Ashes of the Singularity: Escalation
Ashes of the Singularity ($40 on Humble) was one of the very first DX12 games, and it remains a flagbearer for the technology to this day thanks to the extreme scalability of Oxide Games’ next-gen Nitrous engine. With hundreds of units onscreen simultaneously and some serious graphics effects in play, the Crazy preset can make graphics cards sweat. Ashes runs in both DX11 and DX12, but we only test in DX12, as it delivers the best results for both Nvidia and AMD GPUs.
Surprise! The GTX 1070 Ti actually winds up faster than the RTX 2060 FE across the board, albeit barely. The overclocked GTX 1060 remains far behind, eating the dust of these more powerful—and more expensive—graphics options.
We’re going to wrap things up with a couple of older games that aren’t really visual barnburners, but still top the Steam charts day-in and day-out. These are games that a lot of people play. First up: Grand Theft Auto V ($30 on Humble) with all options turned to Very High, all Advanced Graphics options except extended shadows enabled, and FXAA. GTA V runs on the RAGE engine and has received substantial updates since its initial launch.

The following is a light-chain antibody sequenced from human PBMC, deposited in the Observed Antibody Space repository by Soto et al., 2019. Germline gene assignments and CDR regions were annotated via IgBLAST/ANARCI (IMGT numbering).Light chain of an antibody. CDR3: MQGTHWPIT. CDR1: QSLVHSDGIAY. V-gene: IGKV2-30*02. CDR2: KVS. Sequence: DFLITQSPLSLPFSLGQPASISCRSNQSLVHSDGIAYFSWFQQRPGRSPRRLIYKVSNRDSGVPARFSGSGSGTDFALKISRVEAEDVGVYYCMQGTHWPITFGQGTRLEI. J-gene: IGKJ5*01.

Again, the GTX 1070 Ti is technically a hair faster than the RTX 2060 in raw average frame rates, but really it’s a dead heat. The GTX 1070 and Vega 56 hang around the same ballpark, too.
Rainbow Six Siege
Like Ghost Recon Wildlands, this game runs on Ubisoft’s AnvilNext 2.0 engine, but Rainbow Six Siege responds especially well to graphics cards that support async compute—like the RTX 2060 Founders Edition. It opens a sizeable lead over comparable Nvidia GPUs, though AMD’s Radeon cards perform even better. They cost more money, though.
Next page: Power, thermals, and bottom line